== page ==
4 Math 143 ANOVA 4 MS = Mean Square = SS/df : This is like a standard deviation. Look at the formula we learned back in Chapter 1 for sample standard deviation (p. 51). Its numerator was a sum of squared deviations (just like our SS formulas), and it was divided by the appropriate number of degrees of freedom. It is interesting to note that another formula for MSE is MSE = (n 1 1)s (n 2 1)s (n k 1)s 2 k, (n 1 1) + (n 2 1) + + (n k 1) which may remind you of the pooled sample estimate for the population variance for 2-sample procedures (when we believe the two populations have the same variance). In fact, the quantity MSE is also called s 2 p. The F statistic = MSG/MSE If the null hypothesis is true, the F statistic has an F distribution with k 1 and n k degrees of freedom in the numerator/denominator respectively. If the alternate hypothesis is true, then F tends to be large. We reject H 0 in favor of H a if the F statistic is sufficiently large. As with other hypothesis tests, we determine whether the F statistic is large by finding a corresponding P-value. For this, we use Table E. Since the alternative hypothesis is always the same (no 1-sided vs. 2-sided distinction), the test is single-tailed (like the chi-squared test). Neverthless, to read the correct P-value from the table requires knowledge of the number of degrees of freedom associated with both the numerator (MSG) and denominator (MSE) of the F-value. Look at Table E. On the top are the numerator df, and down the left side are the denominator df. In the table are the F values, and the P-values (the probability of getting an F statistic larger than that if the null hypothesis is true) are down the left side. Example: Determine P(F 3,6 > 9.78) = 0.01 P(F 2,20 > 5) = between 0.01 and Example: A firm wishes to compare four programs for training workers to perform a certain manual task. Twenty new employees are randomly assigned to the training programs, with 5 in each program. At the end of the training period, a test is conducted to see how quickly trainees can perform the task. The number of times the task is performed per minute is recorded for each trainee. Program 1 Program 2 Program 3 Program The data was entered into Stata which produced the following ANOVA table. Analysis of Variance Source SS df MS F Prob > F Between groups XXXXXX Within groups Total Bartlett s test for equal variances: chi2(3) = Prob>chi2 = The X-ed out P-value is between and 0.01.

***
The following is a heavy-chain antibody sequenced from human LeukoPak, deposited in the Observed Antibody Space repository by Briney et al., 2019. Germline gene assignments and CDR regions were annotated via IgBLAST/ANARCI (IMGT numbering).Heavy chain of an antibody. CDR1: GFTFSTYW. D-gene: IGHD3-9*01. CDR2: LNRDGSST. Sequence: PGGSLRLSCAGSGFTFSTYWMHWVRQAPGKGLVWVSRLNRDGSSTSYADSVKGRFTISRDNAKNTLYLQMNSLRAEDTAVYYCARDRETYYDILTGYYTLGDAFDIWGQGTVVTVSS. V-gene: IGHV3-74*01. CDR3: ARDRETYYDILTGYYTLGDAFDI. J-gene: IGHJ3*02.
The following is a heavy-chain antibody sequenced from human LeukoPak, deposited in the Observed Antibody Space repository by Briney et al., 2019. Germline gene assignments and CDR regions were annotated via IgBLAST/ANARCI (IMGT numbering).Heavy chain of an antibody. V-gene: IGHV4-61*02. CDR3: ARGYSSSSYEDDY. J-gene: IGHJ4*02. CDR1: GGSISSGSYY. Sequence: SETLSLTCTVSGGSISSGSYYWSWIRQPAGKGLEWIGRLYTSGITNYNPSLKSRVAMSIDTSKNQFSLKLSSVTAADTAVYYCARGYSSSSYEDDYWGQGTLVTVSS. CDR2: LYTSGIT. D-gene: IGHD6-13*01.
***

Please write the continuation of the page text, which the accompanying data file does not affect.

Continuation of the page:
5 Math 143 ANOVA 5 Stata gives us a line at the bottom the one about Bartlett s test which reinforces our belief that the variances are the same for all groups. Example: In an experiment to investigate the performance of six different types of spark plugs intended for use on a two-stroke motorcycle, ten plugs of each brand were tested and the number of driving miles (at a constant speed) until plug failure was recorded. A partial ANOVA table appears below. Fill in the missing values: Source df SS MS F Brand Error , Total , Note: One more thing you will often find on an ANOVA table is R 2 (the coefficient of determination). It indicates the ratio of the variability between group means in the sample to the overall sample variability, meaning that it has a similar interpretation to that for R 2 in linear regression. 2.4 Multiple Comparisons As with other tests of significance, one-way ANOVA has the following steps: 1. State the hypotheses (see Section 1.2) 2. Compute a test statistic (here it is F df numer., df denom. ), and use it to determine a probability of getting a sample as extreme or more so under the null hypothesis. 3. Apply a decision rule: At the α level of significance, reject H 0 if P(F k 1,n k > F computed ) < α. Do not reject H 0 if P > α. If P > α, then we have no reason to reject the null hypothesis. We state this as our conclusion along with the relevant information (F-value, df-numerator, df-denominator, P-value). Ideally, a person conducting the study will have some preconceived hypotheses (more specialized than the H 0, H a we stated for ANOVA, and ones which she held before ever collecting/looking at the data) about the group means that she wishes to investigate. When this is the case, she may go ahead and explore them (even if ANOVA did not indicate an overall difference in group means), often employing the method of contrasts. We will not learn this method as a class, but if you wish to know more, some information is given on pp When we have no such preconceived leanings about the group means, it is, generally speaking, inappropriate to continue searching for evidence of a difference in means if our F-value from ANOVA was not significant. If, however, P < α, then we know that at least two means are not equal, and the door is open to our trying to determine which ones. In this case, we follow up a significant F-statistic with pairwise comparisons of the means, to see which are significantly different from each other. This involves doing a t-test between each pair of means. This we do using the pooled estimate for the (assumed) common standard deviation of all groups (see the MS bullet in Section 2.3): t i j = x i x j. s p 1/n i + 1/n j To determine if this t i j is statistically significant, we could just go to Table D with n k degrees of freedom (the df associated with s p ). However, depending on the number k of groups, we might be doing many comparisons, and recall that statistical significance can occur simply by chance (that, in fact, is built into the interpretation of the P-value), and it becomes more and more likely to occur as the number of tests we conduct on the same dataset grows. If we are going to conduct many tests, and want the overall probability of rejecting any of the null hypotheses (equal means between group pairs) in the process to be no more than α, then we must adjust the significance level for each individual comparison to be much smaller than α. There are a number of different approaches which have been proposed for choosing the individual-test